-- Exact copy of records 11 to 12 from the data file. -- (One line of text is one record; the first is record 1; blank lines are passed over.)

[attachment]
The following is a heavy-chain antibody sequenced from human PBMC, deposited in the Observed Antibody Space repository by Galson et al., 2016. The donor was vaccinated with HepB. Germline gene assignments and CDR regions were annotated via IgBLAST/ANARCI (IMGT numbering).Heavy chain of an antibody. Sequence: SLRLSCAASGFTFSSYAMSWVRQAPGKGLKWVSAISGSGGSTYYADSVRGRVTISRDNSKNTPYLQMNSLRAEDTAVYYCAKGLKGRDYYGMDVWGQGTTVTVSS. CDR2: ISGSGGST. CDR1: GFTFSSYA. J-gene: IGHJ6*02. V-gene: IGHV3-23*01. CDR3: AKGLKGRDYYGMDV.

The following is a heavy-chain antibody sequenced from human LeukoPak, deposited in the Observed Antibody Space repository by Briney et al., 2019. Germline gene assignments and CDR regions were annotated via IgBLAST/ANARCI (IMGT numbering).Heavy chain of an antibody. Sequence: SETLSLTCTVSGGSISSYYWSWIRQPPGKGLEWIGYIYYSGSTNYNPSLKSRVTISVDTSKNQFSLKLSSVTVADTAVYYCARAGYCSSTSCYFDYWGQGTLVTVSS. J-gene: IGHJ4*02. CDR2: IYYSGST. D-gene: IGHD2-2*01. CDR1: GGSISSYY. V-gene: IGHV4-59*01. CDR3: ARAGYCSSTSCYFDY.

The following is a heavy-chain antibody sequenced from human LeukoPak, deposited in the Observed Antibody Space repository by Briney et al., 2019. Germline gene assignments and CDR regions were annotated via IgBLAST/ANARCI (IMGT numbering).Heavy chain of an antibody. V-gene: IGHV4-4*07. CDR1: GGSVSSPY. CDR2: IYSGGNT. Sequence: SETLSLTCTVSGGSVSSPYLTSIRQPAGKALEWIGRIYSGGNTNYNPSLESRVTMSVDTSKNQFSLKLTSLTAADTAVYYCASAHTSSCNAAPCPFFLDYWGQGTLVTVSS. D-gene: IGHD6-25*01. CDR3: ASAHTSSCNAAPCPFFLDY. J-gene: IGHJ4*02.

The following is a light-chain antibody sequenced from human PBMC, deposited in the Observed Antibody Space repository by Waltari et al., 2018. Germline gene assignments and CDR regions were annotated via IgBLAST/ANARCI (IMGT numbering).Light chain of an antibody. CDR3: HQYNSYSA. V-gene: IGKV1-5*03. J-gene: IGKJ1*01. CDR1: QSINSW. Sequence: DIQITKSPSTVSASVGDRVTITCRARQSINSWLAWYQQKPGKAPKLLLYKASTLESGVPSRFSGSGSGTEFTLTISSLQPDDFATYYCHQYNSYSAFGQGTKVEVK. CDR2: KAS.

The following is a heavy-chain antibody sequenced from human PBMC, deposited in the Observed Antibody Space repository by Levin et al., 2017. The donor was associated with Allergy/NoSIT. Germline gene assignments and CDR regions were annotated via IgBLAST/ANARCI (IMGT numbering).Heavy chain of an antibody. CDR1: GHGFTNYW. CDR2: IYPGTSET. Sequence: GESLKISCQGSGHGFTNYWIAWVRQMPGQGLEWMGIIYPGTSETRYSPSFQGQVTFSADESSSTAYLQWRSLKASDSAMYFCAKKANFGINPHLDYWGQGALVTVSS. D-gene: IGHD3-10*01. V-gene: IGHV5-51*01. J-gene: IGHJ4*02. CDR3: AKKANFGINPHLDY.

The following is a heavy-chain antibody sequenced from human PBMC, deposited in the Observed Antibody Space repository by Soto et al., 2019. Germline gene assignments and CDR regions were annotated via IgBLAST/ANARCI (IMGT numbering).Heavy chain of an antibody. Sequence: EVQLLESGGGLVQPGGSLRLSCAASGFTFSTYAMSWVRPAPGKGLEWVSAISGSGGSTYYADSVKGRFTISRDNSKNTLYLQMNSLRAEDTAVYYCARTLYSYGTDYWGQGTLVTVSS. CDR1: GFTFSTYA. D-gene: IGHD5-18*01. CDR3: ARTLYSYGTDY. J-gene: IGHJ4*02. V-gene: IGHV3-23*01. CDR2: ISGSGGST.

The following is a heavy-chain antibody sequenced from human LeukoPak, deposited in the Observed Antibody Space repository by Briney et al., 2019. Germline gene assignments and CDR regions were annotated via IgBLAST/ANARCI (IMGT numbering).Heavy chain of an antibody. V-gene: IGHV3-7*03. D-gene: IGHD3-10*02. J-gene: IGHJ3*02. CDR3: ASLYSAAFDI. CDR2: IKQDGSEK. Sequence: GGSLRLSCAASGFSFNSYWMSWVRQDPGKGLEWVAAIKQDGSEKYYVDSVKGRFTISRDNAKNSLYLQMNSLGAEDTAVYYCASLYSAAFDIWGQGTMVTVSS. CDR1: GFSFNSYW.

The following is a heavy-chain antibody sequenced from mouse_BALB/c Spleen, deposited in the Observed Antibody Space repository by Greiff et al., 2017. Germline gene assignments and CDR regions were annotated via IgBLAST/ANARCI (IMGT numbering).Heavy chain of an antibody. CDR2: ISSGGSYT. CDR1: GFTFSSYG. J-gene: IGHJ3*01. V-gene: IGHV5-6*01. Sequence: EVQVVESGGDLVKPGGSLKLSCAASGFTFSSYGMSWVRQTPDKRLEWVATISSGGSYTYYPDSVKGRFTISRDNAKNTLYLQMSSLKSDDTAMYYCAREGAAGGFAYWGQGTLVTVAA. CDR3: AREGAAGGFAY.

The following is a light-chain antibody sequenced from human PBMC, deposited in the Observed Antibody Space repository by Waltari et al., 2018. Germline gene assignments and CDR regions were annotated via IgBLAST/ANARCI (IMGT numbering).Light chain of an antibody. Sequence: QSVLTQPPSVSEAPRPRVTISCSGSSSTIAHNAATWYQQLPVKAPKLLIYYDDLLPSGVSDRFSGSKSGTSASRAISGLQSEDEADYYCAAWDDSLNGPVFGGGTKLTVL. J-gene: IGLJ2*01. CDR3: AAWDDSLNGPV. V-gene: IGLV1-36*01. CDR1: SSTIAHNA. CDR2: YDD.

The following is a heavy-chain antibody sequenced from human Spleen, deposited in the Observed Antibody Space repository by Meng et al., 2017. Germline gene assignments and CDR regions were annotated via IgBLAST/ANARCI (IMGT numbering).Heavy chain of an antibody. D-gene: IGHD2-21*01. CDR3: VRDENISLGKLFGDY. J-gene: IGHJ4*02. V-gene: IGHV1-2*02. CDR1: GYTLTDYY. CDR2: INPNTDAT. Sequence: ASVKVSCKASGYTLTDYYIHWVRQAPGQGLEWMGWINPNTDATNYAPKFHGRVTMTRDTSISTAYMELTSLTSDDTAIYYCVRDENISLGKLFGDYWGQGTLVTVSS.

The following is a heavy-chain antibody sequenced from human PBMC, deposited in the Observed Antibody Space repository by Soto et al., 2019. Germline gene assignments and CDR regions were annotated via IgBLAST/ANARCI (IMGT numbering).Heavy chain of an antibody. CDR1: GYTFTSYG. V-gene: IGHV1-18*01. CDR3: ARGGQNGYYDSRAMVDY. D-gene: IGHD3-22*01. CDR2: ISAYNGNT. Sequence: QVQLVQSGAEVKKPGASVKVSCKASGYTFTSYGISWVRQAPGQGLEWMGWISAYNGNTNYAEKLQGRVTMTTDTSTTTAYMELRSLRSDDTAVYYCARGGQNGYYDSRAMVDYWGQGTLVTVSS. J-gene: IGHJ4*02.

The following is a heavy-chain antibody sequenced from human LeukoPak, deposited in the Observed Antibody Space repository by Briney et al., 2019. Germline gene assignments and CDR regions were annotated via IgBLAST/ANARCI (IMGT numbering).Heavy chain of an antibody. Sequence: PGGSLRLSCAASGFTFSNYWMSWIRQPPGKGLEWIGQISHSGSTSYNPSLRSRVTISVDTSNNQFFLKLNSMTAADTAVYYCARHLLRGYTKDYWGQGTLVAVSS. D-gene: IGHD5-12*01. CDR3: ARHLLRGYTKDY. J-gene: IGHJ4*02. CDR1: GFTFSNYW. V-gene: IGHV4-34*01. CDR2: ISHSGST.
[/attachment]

The following is a heavy-chain antibody sequenced from human PBMC, deposited in the Observed Antibody Space repository by Soto et al., 2019. Germline gene assignments and CDR regions were annotated via IgBLAST/ANARCI (IMGT numbering).Heavy chain of an antibody. CDR1: GYTFTSYG. V-gene: IGHV1-18*01. CDR3: ARGGQNGYYDSRAMVDY. D-gene: IGHD3-22*01. CDR2: ISAYNGNT. Sequence: QVQLVQSGAEVKKPGASVKVSCKASGYTFTSYGISWVRQAPGQGLEWMGWISAYNGNTNYAEKLQGRVTMTTDTSTTTAYMELRSLRSDDTAVYYCARGGQNGYYDSRAMVDYWGQGTLVTVSS. J-gene: IGHJ4*02.

The following is a heavy-chain antibody sequenced from human LeukoPak, deposited in the Observed Antibody Space repository by Briney et al., 2019. Germline gene assignments and CDR regions were annotated via IgBLAST/ANARCI (IMGT numbering).Heavy chain of an antibody. Sequence: PGGSLRLSCAASGFTFSNYWMSWIRQPPGKGLEWIGQISHSGSTSYNPSLRSRVTISVDTSNNQFFLKLNSMTAADTAVYYCARHLLRGYTKDYWGQGTLVAVSS. D-gene: IGHD5-12*01. CDR3: ARHLLRGYTKDY. J-gene: IGHJ4*02. CDR1: GFTFSNYW. V-gene: IGHV4-34*01. CDR2: ISHSGST.